As Australia and the United States commemorate the 70th anniversary of their alliance, the alliance agenda is burgeoning, matching the pace and breath of geostrategic change in the Indo-Pacific, accompanied by constant innovation in ways nation states project power and influence. China’s economic coercion of Australia is a telling case in point, figuring prominently in recent remarks from US senior officials. But where and how does geoeconomic competition fit in the Australia-US alliance agenda? What should a framework for a geoeconomic alliance cooperation encompass? What does an Australia-US alliance with a geoeconomic agenda look like, institutionally and operationally?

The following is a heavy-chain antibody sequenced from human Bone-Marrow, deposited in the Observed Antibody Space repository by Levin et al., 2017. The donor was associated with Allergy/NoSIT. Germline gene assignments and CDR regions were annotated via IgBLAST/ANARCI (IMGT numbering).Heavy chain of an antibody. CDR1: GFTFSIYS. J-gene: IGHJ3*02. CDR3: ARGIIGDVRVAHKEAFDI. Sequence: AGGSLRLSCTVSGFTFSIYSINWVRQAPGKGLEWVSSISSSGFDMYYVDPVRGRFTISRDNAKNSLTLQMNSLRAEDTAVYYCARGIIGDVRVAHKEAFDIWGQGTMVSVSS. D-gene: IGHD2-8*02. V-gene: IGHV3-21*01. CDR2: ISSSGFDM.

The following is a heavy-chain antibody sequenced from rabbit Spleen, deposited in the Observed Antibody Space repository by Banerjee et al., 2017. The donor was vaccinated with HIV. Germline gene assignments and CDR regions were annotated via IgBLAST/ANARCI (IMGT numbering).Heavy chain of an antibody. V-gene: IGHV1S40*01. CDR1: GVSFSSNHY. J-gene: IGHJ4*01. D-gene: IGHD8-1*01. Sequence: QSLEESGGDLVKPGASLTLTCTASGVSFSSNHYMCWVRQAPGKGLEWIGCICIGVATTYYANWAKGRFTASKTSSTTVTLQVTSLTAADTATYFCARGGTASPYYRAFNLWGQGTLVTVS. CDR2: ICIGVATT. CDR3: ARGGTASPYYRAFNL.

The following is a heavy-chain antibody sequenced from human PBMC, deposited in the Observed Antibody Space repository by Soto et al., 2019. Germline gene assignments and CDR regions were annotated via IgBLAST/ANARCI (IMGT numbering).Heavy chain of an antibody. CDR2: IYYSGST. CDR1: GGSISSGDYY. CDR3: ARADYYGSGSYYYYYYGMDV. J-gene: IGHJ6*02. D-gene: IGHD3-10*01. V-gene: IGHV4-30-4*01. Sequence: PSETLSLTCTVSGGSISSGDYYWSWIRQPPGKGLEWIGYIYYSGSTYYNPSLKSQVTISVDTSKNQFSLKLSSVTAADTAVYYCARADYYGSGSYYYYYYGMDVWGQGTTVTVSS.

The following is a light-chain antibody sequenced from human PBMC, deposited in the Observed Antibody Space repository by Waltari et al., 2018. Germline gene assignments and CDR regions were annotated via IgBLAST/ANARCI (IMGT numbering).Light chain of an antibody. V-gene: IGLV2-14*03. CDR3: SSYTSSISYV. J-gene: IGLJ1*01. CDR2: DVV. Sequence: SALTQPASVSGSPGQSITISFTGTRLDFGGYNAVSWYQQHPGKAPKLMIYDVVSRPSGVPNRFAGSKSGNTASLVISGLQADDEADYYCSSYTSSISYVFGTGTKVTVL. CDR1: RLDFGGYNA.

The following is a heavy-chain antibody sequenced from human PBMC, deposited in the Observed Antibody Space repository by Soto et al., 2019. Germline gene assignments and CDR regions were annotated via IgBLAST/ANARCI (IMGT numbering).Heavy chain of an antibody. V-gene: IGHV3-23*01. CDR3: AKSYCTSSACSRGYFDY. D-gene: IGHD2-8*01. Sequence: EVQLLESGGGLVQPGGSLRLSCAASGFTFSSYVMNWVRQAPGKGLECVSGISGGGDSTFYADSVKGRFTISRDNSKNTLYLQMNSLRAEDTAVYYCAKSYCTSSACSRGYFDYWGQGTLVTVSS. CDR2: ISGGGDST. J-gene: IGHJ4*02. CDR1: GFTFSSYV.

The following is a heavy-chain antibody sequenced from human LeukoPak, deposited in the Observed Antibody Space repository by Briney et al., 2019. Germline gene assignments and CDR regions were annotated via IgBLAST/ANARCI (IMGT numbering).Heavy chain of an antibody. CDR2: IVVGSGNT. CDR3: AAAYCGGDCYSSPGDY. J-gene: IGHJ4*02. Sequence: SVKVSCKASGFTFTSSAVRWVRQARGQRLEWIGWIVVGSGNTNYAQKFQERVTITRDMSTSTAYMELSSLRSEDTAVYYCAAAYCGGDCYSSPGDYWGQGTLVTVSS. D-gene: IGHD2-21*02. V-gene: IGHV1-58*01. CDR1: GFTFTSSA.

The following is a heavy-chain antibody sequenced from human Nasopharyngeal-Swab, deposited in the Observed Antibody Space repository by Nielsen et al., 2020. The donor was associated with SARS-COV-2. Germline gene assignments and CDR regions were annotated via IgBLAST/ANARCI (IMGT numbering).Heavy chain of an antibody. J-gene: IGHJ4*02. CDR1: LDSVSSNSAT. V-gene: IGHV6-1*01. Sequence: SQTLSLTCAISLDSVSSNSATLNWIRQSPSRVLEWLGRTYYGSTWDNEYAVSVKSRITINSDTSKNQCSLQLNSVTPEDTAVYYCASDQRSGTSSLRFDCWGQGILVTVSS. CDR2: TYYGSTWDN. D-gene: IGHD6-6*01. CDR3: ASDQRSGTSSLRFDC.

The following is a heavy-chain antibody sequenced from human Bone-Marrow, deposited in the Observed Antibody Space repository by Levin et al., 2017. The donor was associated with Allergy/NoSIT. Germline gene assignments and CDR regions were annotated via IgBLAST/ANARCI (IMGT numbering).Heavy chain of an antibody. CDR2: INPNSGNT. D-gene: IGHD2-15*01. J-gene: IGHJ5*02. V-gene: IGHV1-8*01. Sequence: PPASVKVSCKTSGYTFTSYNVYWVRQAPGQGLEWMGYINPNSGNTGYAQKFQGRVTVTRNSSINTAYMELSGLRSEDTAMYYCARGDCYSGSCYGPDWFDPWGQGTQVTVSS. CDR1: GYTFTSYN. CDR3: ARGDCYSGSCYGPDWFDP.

The USSC hosted a discussion with the authors of Trust and diversify: A geoeconomic strategy for the Australia-US alliance, a new United States Studies Centre (USSC) report launched on 2 September. The report’s co-authors – American Enterprise Institute Senior Fellow Zack Cooper, Australian National University Senior Lecturer Darren Lim and former Center for a New American Security researcher Ashley Feng – engaged in a discussion moderated by Perth USAsia Centre Research Director Jeffrey Wilson.